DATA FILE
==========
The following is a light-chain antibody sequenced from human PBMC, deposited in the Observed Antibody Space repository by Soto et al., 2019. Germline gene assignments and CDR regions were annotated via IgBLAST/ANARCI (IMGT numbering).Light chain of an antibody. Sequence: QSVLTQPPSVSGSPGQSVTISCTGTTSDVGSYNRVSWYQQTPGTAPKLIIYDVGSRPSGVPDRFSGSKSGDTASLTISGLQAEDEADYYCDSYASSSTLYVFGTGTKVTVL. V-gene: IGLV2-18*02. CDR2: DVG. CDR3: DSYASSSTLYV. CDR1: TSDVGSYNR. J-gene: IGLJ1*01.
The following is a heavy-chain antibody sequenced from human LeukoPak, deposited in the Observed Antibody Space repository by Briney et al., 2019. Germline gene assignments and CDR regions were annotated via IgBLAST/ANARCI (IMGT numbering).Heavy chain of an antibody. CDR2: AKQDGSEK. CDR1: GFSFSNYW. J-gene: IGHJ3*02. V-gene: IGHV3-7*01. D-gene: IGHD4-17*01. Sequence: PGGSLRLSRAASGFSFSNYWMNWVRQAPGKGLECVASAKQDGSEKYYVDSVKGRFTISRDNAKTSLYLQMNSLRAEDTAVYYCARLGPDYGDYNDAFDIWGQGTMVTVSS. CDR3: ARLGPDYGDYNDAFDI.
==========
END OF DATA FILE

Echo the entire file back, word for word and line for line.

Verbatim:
The following is a light-chain antibody sequenced from human PBMC, deposited in the Observed Antibody Space repository by Soto et al., 2019. Germline gene assignments and CDR regions were annotated via IgBLAST/ANARCI (IMGT numbering).Light chain of an antibody. Sequence: QSVLTQPPSVSGSPGQSVTISCTGTTSDVGSYNRVSWYQQTPGTAPKLIIYDVGSRPSGVPDRFSGSKSGDTASLTISGLQAEDEADYYCDSYASSSTLYVFGTGTKVTVL. V-gene: IGLV2-18*02. CDR2: DVG. CDR3: DSYASSSTLYV. CDR1: TSDVGSYNR. J-gene: IGLJ1*01.
The following is a heavy-chain antibody sequenced from human LeukoPak, deposited in the Observed Antibody Space repository by Briney et al., 2019. Germline gene assignments and CDR regions were annotated via IgBLAST/ANARCI (IMGT numbering).Heavy chain of an antibody. CDR2: AKQDGSEK. CDR1: GFSFSNYW. J-gene: IGHJ3*02. V-gene: IGHV3-7*01. D-gene: IGHD4-17*01. Sequence: PGGSLRLSRAASGFSFSNYWMNWVRQAPGKGLECVASAKQDGSEKYYVDSVKGRFTISRDNAKTSLYLQMNSLRAEDTAVYYCARLGPDYGDYNDAFDIWGQGTMVTVSS. CDR3: ARLGPDYGDYNDAFDI.